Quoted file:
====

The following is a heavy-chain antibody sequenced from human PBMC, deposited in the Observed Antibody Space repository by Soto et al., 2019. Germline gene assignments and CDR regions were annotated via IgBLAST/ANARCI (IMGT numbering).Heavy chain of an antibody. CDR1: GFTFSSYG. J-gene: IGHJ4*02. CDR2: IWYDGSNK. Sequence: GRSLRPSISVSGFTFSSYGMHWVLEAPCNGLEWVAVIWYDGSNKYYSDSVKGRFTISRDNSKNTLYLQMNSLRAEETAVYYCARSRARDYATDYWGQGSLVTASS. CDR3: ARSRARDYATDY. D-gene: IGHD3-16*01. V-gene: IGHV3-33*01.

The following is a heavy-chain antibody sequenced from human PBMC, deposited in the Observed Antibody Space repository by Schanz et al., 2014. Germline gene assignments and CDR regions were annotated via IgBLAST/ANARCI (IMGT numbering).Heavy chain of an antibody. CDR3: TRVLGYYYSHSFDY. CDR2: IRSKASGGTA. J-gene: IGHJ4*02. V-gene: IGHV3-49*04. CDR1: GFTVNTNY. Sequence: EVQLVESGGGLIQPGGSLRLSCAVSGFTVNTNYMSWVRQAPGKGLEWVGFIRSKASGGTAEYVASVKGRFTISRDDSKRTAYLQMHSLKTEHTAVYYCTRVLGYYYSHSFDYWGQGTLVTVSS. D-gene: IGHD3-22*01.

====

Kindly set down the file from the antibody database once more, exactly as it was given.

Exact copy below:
The following is a heavy-chain antibody sequenced from human PBMC, deposited in the Observed Antibody Space repository by Soto et al., 2019. Germline gene assignments and CDR regions were annotated via IgBLAST/ANARCI (IMGT numbering).Heavy chain of an antibody. CDR1: GFTFSSYG. J-gene: IGHJ4*02. CDR2: IWYDGSNK. Sequence: GRSLRPSISVSGFTFSSYGMHWVLEAPCNGLEWVAVIWYDGSNKYYSDSVKGRFTISRDNSKNTLYLQMNSLRAEETAVYYCARSRARDYATDYWGQGSLVTASS. CDR3: ARSRARDYATDY. D-gene: IGHD3-16*01. V-gene: IGHV3-33*01.

The following is a heavy-chain antibody sequenced from human PBMC, deposited in the Observed Antibody Space repository by Schanz et al., 2014. Germline gene assignments and CDR regions were annotated via IgBLAST/ANARCI (IMGT numbering).Heavy chain of an antibody. CDR3: TRVLGYYYSHSFDY. CDR2: IRSKASGGTA. J-gene: IGHJ4*02. V-gene: IGHV3-49*04. CDR1: GFTVNTNY. Sequence: EVQLVESGGGLIQPGGSLRLSCAVSGFTVNTNYMSWVRQAPGKGLEWVGFIRSKASGGTAEYVASVKGRFTISRDDSKRTAYLQMHSLKTEHTAVYYCTRVLGYYYSHSFDYWGQGTLVTVSS. D-gene: IGHD3-22*01.